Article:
Introgen Therapeutics, Inc. submitted a Biologics License Application (BLA) to the FDA requesting marketing approval for ADVEXIN p53 therapy to treat recurrent, refractory head and neck cancer. Simultaneously, Gendux Molecular Limited, an Introgen subsidiary, submitted a Marketing Authorization Application to the EMEA for the same indication. ADVEXIN represents the first of a new class of tumor suppressor cancer therapy and is the first of its kind to be submitted for regulatory approval in the United States and Europe.
Introgen has requested Priority Review from the FDA for ADVEXIN. Priority Review is typically granted to compounds that provide significant medical benefit compared to existing treatments for a disease. If Priority Review is granted, the FDA will have up to six months from submission date to take action on the dossier. ADVEXIN is considered an 'Orphan Drug' in the US for the treatment of recurrent, refractory head and neck cancer, which, if approved, entitles the drug to extended market exclusivity for the approved indication. This is an important milestone in the clinical application of gene therapy for cancer patients, said Jack A. Roth, MD, inventor of ADVEXIN and Professor and Bud Johnson Clinical Distinguished Chair, Department of Thoracic and Cardiovascular Surgery, at M.D. Anderson Cancer Center . With the use of p53 biomarkers, ADVEXIN will provide more effective and less toxic treatment for head and neck cancer patients who have limited treatment options.
ADVEXIN p53 therapy harnesses the body's natural tumor suppression mechanisms to fight cancer, without the toxicities associated with conventional cancer treatments. Abnormalities in protective tumor suppressor p53 pathways are associated with the majority of all solid cancers. Designed to restore patients' ability to fight cancer using the guardian gene p53, ADVEXIN delivers large doses of the normal tumor suppressor p53 gene to target abnormal p53 function present in tumor cells which triggers natural tumor suppression mechanisms in cancer without harming normal cells.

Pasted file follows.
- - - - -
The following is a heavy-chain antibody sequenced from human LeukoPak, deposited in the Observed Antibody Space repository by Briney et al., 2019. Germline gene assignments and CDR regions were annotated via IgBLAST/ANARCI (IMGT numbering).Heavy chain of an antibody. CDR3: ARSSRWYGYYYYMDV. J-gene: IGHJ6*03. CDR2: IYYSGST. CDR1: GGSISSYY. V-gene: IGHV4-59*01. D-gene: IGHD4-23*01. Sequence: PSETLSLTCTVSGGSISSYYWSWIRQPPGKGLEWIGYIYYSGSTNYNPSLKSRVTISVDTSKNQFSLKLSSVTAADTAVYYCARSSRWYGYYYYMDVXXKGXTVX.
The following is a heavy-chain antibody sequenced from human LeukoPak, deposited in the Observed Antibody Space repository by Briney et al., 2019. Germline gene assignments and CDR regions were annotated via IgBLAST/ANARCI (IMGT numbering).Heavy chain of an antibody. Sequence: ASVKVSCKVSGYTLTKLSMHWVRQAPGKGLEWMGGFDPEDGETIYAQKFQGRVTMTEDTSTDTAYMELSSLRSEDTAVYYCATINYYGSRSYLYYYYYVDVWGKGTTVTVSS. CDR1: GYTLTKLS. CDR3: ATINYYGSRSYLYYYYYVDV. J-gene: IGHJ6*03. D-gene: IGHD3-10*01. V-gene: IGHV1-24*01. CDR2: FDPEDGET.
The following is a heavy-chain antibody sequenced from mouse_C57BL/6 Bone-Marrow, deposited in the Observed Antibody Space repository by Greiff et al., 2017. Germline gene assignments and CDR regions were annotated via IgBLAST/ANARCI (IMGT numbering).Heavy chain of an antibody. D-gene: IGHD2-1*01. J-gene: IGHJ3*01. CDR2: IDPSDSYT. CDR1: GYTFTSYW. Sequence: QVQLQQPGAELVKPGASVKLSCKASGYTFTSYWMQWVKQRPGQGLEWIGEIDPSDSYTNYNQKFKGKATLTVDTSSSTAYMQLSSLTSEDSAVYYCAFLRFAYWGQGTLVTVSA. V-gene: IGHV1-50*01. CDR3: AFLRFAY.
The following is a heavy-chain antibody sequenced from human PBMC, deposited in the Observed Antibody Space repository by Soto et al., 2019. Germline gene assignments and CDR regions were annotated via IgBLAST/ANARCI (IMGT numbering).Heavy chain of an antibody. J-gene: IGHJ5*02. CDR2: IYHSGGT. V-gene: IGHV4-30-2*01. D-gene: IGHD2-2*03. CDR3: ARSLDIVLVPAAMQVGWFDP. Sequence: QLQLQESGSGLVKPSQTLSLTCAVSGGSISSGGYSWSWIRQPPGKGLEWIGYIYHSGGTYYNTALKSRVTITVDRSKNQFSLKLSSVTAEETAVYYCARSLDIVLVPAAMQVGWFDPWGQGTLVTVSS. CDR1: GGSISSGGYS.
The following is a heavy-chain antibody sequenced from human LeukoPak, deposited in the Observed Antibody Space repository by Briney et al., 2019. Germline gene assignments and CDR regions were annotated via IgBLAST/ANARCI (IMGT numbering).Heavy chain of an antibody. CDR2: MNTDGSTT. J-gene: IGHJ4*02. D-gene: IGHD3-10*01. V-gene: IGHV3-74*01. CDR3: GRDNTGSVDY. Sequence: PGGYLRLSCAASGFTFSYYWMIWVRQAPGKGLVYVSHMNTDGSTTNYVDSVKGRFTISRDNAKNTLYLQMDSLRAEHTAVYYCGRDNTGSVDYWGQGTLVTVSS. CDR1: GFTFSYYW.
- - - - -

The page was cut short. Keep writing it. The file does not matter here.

These filings represent a significant step toward making this important cancer treatment available to patients in the U.S. and Europe, said Max W. Talbott, PhD, Introgen's senior vice president of Worldwide Commercial Development and Regulatory Affairs. We are committed to improving the lives of cancer patients and look forward to working with regulators to make this therapy available as soon as possible. The FDA submission is based on positive pivotal phase II and III clinical trials evaluating survival, tumor response and safety in patients with recurrent, refractory end-stage, squamous cell carcinoma of the head and neck. These trials incorporated common diagnostic tests to identify patients most likely to benefit from ADVEXIN treatment based upon pre-treatment tissue analyses to determine p53 profile status.
The Company plans to host a conference call to be scheduled in July, 2008 to review the ADVEXIN clinical trial results. The call will include principal investigators familiar with the clinical use of ADVEXIN. The positive results of the ADVEXIN pivotal trials have significant implications for the management of patients with refractory head and neck cancers who need new effective therapies. Our findings realize the promise of personalized medicine and indicate that ADVEXIN can be an effective treatment for patients who are easily identified by simple diagnostics tests, said David G. Nance, Introgen's Chairman and CEO.Read full story »